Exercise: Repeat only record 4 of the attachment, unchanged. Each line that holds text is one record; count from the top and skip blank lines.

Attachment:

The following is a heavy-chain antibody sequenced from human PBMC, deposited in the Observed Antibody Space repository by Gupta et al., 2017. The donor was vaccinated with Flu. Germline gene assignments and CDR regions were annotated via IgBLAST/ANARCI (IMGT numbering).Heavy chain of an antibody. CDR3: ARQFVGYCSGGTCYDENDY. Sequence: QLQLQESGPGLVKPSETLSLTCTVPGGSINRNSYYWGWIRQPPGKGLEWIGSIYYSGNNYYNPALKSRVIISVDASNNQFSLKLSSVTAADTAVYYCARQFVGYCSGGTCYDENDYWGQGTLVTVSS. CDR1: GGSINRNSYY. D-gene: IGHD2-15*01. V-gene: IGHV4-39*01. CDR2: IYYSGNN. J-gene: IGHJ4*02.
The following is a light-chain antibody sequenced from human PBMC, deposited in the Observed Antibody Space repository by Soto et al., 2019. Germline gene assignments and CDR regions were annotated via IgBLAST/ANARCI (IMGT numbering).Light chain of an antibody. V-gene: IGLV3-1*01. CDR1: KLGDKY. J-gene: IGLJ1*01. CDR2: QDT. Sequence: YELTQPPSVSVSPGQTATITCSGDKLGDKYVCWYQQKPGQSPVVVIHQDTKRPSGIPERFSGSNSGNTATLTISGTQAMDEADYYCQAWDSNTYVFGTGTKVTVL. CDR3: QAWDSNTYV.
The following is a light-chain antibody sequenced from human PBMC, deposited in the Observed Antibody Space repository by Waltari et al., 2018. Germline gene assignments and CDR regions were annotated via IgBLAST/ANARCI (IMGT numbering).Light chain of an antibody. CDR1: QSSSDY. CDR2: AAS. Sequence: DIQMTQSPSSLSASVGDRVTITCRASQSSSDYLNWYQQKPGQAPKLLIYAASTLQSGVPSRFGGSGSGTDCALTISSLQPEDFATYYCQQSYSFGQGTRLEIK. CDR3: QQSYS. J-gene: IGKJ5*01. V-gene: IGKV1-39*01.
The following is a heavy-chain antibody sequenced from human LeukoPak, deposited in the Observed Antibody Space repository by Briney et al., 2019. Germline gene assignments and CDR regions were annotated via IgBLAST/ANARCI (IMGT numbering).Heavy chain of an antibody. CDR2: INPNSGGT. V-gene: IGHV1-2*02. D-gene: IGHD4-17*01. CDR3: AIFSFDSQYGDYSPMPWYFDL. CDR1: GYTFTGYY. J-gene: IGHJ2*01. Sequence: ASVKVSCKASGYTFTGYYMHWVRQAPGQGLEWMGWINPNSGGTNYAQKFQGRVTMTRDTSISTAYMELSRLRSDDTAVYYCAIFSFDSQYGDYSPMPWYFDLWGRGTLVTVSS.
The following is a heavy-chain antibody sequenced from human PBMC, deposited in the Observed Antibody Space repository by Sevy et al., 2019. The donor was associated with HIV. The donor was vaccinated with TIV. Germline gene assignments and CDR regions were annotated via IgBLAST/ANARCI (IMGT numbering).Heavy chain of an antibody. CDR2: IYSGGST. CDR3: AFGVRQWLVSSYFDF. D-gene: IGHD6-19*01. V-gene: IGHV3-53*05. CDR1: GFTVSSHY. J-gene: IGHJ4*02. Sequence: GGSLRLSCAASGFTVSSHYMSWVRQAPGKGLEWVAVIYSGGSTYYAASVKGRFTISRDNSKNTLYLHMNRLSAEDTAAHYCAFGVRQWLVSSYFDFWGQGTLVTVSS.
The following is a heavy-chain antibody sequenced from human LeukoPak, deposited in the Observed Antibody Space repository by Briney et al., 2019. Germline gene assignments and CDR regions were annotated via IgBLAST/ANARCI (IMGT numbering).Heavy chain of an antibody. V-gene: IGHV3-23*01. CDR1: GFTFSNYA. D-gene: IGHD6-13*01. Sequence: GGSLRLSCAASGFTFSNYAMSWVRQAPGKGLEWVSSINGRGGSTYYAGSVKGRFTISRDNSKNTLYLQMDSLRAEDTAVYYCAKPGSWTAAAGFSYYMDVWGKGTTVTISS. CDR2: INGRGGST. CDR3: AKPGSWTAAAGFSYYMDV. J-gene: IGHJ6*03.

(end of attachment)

The following is a heavy-chain antibody sequenced from human LeukoPak, deposited in the Observed Antibody Space repository by Briney et al., 2019. Germline gene assignments and CDR regions were annotated via IgBLAST/ANARCI (IMGT numbering).Heavy chain of an antibody. CDR2: INPNSGGT. V-gene: IGHV1-2*02. D-gene: IGHD4-17*01. CDR3: AIFSFDSQYGDYSPMPWYFDL. CDR1: GYTFTGYY. J-gene: IGHJ2*01. Sequence: ASVKVSCKASGYTFTGYYMHWVRQAPGQGLEWMGWINPNSGGTNYAQKFQGRVTMTRDTSISTAYMELSRLRSDDTAVYYCAIFSFDSQYGDYSPMPWYFDLWGRGTLVTVSS.